There are few bands who can play in such an oppressively hot sweat lodge and still maintain an outstanding level of enthusiasm from their drenched audience. Caravan Palace‘s Wednesday night show at the Ogden was a moist one, indeed. I haven’t been so thoroughly soaked at a show since my club days of going to warehouse parties in Bushwick before that was a cool thing to do. (Eh, am I getting old?)
But that didn’t stop us from swingin’ and jumping, shimmying and shouting for more. Caravan Palace is sort of like if you took the gypsy vibe from Gogol Bordello, the charm and charisma from Squirrel Nut Zippers (if you think you don’t know this band, you do) and the electro-funk from Chromeo, mashed it all together into a sharp dressed Frenchman—and then that Frenchman took you swing dancing at the circus. Their brand of music, from the shrieking horns (can I get a hell yeah for clarinets?) and cool vibraphones to the jazzy piano and that sultry (double!) bass, just makes your body move uncontrollably—in best way. If you think you can’t dance, try listening to Caravan Palace and it may just happen naturally. You’ll be surprised.
They scat and they bee-bopped. They danced with each other, spinning round and round the stage. Lead singer Zoé Colotis (a real live version of Betty Boop?) changed her outfit, oh, maybe four times throughout the night. Perhaps she sweat through her first dress, or maybe she just needed to change into her hooded alter-ego when she seamlessly transitioned from jazz scatting in one song to practically rapping in the next. Other band members also partook in contributing vocally, from deep throated frog impressions to spitting beats and looping them into the tracks.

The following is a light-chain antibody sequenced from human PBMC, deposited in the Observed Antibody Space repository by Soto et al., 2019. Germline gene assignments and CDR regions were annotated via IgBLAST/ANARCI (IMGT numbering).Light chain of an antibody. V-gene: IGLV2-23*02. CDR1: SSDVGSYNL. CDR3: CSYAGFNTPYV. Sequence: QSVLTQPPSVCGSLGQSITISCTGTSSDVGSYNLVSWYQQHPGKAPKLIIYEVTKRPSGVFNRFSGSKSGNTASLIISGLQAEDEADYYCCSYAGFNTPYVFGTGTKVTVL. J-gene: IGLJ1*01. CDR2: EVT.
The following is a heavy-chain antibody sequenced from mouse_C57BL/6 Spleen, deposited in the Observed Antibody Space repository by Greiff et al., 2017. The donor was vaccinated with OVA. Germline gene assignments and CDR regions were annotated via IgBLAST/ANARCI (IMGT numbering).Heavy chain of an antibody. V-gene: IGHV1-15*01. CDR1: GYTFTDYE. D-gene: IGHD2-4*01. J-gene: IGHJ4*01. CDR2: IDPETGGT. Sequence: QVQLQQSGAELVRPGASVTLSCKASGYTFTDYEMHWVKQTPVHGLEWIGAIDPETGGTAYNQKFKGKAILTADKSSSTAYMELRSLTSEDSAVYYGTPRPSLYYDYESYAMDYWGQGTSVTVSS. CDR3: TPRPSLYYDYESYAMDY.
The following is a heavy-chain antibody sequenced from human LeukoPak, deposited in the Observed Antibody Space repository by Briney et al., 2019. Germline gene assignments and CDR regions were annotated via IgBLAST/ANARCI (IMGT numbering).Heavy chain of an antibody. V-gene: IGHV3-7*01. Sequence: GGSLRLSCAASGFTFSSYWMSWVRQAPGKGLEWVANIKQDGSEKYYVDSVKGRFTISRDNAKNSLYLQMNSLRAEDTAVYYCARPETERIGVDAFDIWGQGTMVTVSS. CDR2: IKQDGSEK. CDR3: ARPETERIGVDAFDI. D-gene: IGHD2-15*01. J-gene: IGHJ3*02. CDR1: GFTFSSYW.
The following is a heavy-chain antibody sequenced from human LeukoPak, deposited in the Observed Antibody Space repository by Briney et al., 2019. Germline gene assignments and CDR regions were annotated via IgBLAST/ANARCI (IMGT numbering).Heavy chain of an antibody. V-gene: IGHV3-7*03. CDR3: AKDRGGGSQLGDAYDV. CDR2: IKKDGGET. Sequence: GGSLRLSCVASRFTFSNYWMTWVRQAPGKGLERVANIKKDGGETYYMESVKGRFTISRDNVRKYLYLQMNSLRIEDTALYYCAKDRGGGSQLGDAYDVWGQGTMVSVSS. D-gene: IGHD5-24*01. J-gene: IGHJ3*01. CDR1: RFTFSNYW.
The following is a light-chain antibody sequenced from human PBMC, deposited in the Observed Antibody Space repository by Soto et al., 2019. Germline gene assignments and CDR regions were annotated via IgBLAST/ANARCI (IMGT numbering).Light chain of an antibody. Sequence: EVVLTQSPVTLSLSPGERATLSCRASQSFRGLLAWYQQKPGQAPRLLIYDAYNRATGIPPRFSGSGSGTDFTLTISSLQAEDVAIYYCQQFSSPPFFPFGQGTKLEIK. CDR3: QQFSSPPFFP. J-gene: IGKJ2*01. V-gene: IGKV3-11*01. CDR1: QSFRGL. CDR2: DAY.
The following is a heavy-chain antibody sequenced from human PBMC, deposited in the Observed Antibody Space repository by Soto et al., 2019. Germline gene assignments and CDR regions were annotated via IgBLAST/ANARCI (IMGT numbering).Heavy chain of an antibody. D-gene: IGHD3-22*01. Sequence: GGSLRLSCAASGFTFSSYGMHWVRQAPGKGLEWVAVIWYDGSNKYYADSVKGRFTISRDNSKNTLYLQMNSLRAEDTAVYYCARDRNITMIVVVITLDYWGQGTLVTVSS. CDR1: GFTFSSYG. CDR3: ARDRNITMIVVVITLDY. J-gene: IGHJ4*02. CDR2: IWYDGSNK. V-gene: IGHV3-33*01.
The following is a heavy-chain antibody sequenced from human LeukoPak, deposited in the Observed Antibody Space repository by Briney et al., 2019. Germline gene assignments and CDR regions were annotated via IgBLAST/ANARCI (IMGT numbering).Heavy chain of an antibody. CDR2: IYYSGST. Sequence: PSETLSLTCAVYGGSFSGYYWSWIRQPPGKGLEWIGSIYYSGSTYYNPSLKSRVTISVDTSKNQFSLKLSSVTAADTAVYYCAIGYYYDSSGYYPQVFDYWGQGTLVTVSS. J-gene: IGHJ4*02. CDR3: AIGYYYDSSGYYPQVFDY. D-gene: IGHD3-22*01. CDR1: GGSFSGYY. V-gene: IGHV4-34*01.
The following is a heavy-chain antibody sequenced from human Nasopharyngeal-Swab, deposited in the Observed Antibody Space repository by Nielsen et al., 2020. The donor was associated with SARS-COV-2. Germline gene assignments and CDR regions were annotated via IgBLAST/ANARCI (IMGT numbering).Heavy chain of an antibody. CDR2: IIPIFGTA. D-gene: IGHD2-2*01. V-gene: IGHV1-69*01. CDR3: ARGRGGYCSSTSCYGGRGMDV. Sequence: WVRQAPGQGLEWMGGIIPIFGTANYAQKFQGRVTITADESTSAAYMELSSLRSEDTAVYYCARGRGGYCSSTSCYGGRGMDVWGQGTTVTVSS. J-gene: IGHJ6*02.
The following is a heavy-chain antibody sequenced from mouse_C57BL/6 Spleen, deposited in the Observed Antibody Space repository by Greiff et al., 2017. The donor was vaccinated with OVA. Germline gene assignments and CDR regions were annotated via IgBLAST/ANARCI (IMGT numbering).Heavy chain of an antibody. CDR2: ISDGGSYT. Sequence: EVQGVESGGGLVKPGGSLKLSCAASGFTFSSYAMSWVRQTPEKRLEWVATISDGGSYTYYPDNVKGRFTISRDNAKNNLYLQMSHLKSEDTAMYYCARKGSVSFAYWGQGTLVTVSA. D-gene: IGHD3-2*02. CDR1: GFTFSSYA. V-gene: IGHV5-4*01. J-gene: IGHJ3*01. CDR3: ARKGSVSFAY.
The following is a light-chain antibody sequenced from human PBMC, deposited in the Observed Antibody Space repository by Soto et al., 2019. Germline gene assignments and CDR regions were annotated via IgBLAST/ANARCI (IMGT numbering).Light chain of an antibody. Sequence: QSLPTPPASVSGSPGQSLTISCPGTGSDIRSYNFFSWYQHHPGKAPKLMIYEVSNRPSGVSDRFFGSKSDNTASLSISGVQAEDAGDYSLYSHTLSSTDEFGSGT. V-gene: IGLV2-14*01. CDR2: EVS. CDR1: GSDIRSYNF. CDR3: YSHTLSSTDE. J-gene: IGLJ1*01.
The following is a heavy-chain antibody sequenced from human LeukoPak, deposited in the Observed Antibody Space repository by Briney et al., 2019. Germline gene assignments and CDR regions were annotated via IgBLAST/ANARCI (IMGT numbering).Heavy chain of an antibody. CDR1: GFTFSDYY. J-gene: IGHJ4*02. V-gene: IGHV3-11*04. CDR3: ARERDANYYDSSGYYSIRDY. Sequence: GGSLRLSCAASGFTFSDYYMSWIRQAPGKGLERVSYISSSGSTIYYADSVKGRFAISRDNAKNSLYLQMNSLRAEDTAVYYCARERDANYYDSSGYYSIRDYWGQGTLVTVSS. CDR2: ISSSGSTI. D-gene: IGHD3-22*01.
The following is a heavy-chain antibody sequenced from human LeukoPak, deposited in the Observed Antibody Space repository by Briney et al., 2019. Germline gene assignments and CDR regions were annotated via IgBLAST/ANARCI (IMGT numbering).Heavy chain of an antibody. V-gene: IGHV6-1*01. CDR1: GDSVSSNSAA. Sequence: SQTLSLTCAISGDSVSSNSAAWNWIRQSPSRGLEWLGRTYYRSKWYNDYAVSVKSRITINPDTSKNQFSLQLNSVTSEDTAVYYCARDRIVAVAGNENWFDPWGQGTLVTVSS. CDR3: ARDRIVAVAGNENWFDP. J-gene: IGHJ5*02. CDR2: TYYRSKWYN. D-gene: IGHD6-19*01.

They covered Ram Jam’s Black Betty, which looked like it took a lot of energy (repeating that damn chorus over and over and over, with gusto!). It was a hit (and a sing-a-long), but I honestly thought it was the least exciting part of the show. Because their own music is just so much better than that song could ever hope to be.
Caravan Palace takes traditional swing music and turns it into bass-heavy dance beats, and all the while playing real live instruments. Hugues Payen’s violin adds an element to the music that only violins have the ability to do—it’s something romantic, something nostalgic, something deep and more meaningful. Between the myriad of instruments and the neon robot face (<|°_°|>) that is the band’s (unofficial?) logo glowing white on the stage, Caravan Palace manages to perfectly combine old time elements of classic jazz music with new age house beats to—dare I say it?—create the most perfect dance party that there ever was.
Check out their brand spanking new music video directed by Kevin Phung and produced by Double Ninja for Wonderland off of their most recent album Robot Face, released in October 2015: